Rewarding Gold Behavior
Working with 50 sales leaders in a business storytelling workshop in Florida this week, we focused on telling stories that inspire and influence people to action. I’m always struck by the range of emotionally rich stories that come from leaders who are so passionate about the people in their businesses.
The leaders invited me to attend their fun evening after-party, which was Olympics-themed and induced frenzied team competition for the medals. (My team won the gold medal. Just sayin’. ;-)
Incentives Drive Human Behavior
Seeing these leaders laugh and compete so strongly for a plastic medal and bragging rights got us talking at the bar later about the Olympics and the incentives that drive human behavior.
What makes some people willing to dedicate every waking moment of their lives for years on end to winning a medal at an international competition? Many of these athletes make huge financial and other sacrifices in their personal and professional lives for this sense of achievement and recognition.
The insightful regional sales leader, whom I’ll call Jim (because that’s his name), talked about a leader’s need to find what motivates each individual, whether it’s personal recognition, money or something else, and tailor your incentive to those needs.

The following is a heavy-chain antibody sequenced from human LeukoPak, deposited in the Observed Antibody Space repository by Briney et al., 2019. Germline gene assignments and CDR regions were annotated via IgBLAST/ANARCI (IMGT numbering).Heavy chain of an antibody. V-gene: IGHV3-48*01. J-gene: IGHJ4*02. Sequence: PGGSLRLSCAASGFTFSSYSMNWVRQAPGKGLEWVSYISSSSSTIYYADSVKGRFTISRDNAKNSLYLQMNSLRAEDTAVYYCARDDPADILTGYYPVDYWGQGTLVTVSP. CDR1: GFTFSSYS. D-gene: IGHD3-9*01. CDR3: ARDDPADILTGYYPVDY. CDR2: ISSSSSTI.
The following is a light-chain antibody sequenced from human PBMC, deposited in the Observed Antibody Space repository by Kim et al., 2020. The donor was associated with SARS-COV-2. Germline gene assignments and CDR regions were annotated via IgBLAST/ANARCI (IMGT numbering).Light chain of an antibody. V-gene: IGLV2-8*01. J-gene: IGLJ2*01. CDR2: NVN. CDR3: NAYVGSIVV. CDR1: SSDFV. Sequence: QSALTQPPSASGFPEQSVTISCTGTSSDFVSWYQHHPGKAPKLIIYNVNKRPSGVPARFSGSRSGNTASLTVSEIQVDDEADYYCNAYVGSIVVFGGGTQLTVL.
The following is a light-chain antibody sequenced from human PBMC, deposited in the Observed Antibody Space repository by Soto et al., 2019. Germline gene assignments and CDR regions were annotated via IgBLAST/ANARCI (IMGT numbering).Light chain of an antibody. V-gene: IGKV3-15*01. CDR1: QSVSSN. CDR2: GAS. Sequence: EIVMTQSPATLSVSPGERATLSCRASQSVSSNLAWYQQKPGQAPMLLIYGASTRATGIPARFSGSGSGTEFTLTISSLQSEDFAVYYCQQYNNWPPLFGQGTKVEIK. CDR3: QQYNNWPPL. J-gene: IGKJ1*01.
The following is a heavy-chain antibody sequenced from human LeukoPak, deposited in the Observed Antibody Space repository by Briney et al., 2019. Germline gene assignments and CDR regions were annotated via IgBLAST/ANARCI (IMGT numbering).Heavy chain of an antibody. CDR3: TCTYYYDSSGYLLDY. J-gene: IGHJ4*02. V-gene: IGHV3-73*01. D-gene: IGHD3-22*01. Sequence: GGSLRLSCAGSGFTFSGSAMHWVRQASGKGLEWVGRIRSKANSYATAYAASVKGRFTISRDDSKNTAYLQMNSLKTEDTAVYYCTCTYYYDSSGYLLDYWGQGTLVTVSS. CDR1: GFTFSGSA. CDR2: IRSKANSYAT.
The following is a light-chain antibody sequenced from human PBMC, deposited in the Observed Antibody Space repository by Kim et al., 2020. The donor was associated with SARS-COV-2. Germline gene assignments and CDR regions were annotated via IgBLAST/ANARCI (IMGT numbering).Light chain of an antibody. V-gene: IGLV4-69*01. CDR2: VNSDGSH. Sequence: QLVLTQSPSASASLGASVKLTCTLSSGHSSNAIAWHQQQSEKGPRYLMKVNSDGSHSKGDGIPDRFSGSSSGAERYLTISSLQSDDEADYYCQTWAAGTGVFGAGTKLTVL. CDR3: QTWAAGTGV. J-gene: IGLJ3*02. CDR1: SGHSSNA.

Jim had a couple of great examples:
- One small business owner wanted to motivate his professional staff to increase sales of a particular product. He set a certain goal for sales that month and promised his team members that they’d have a wine and mani-pedi (manicure/pedicure) party at a shop near their office.
The goal was quickly met and the office team spent the evening together drinking wine, laughing and relaxing. The owner said that giving each person $50, which is about what his event cost, wouldn’t have had nearly the same effect. The team preferred an enjoyable experience.
- Another business owner did something similar. One of his employees complained that her husband promised to wash her car but would never get around to doing so. This entrepreneur told his staff that if they met a certain sales number that month, he would have all of their cars professionally detailed.
Sure enough, the goal was met and exceeded. A professional auto detailer spent the day in the parking lot making the cars look like new. People kept looking out the window with excitement. The employees were thrilled, especially the woman who had voiced the complaint about her husband.
But an unexpected benefit arose when the woman’s husband, who didn’t have to carry the guilt, excitedly called to thank the business owner. A small financial investment reaped business benefits and employee happiness at work and at home.
Understand Their Needs
The real lesson for leaders, whether you have the title or not, is to understand the needs of others and fulfill them to inspire action. It doesn’t take a huge amount of money.
What speaks more loudly to people is the thought, creativity and customization to meet their needs.
It could be as simple as a coffee mug, a t-shirt or lunch.
A small recognition, done sincerely, can have more impact than a large financial incentive delivered with indifference. This, of course, is true as much at home as it is at work.
What motivates and inspires the people in your life and business?
What simple incentive can you create to help achieve an objective or strengthen a team?
Give it a try – reward gold behavior.